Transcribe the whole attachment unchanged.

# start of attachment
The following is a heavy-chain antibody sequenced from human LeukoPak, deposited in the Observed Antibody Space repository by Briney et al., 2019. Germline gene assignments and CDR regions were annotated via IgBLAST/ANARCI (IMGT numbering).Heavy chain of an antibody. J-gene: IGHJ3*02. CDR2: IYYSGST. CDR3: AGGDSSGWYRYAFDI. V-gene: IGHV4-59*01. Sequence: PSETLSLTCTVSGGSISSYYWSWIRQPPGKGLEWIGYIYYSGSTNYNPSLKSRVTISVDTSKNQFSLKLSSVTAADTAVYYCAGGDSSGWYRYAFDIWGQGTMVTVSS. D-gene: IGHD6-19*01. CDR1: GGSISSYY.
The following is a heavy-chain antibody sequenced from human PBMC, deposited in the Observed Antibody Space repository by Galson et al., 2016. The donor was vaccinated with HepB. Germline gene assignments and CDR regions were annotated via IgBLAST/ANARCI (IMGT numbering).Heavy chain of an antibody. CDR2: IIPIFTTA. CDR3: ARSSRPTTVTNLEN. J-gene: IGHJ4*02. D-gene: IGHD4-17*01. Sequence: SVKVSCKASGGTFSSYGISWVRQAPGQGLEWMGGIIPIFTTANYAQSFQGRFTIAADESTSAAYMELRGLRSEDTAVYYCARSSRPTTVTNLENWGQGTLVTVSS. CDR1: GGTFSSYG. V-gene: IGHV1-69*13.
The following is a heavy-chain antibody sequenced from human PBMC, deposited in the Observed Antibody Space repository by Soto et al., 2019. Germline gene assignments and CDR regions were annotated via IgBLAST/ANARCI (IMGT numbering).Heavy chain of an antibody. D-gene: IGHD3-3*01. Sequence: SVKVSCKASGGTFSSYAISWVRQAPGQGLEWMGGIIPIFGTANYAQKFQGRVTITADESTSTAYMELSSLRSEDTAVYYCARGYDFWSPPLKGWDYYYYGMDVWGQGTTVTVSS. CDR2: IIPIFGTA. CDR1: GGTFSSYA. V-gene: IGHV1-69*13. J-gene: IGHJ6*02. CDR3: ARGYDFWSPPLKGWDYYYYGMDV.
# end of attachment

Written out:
The following is a heavy-chain antibody sequenced from human LeukoPak, deposited in the Observed Antibody Space repository by Briney et al., 2019. Germline gene assignments and CDR regions were annotated via IgBLAST/ANARCI (IMGT numbering).Heavy chain of an antibody. J-gene: IGHJ3*02. CDR2: IYYSGST. CDR3: AGGDSSGWYRYAFDI. V-gene: IGHV4-59*01. Sequence: PSETLSLTCTVSGGSISSYYWSWIRQPPGKGLEWIGYIYYSGSTNYNPSLKSRVTISVDTSKNQFSLKLSSVTAADTAVYYCAGGDSSGWYRYAFDIWGQGTMVTVSS. D-gene: IGHD6-19*01. CDR1: GGSISSYY.
The following is a heavy-chain antibody sequenced from human PBMC, deposited in the Observed Antibody Space repository by Galson et al., 2016. The donor was vaccinated with HepB. Germline gene assignments and CDR regions were annotated via IgBLAST/ANARCI (IMGT numbering).Heavy chain of an antibody. CDR2: IIPIFTTA. CDR3: ARSSRPTTVTNLEN. J-gene: IGHJ4*02. D-gene: IGHD4-17*01. Sequence: SVKVSCKASGGTFSSYGISWVRQAPGQGLEWMGGIIPIFTTANYAQSFQGRFTIAADESTSAAYMELRGLRSEDTAVYYCARSSRPTTVTNLENWGQGTLVTVSS. CDR1: GGTFSSYG. V-gene: IGHV1-69*13.
The following is a heavy-chain antibody sequenced from human PBMC, deposited in the Observed Antibody Space repository by Soto et al., 2019. Germline gene assignments and CDR regions were annotated via IgBLAST/ANARCI (IMGT numbering).Heavy chain of an antibody. D-gene: IGHD3-3*01. Sequence: SVKVSCKASGGTFSSYAISWVRQAPGQGLEWMGGIIPIFGTANYAQKFQGRVTITADESTSTAYMELSSLRSEDTAVYYCARGYDFWSPPLKGWDYYYYGMDVWGQGTTVTVSS. CDR2: IIPIFGTA. CDR1: GGTFSSYA. V-gene: IGHV1-69*13. J-gene: IGHJ6*02. CDR3: ARGYDFWSPPLKGWDYYYYGMDV.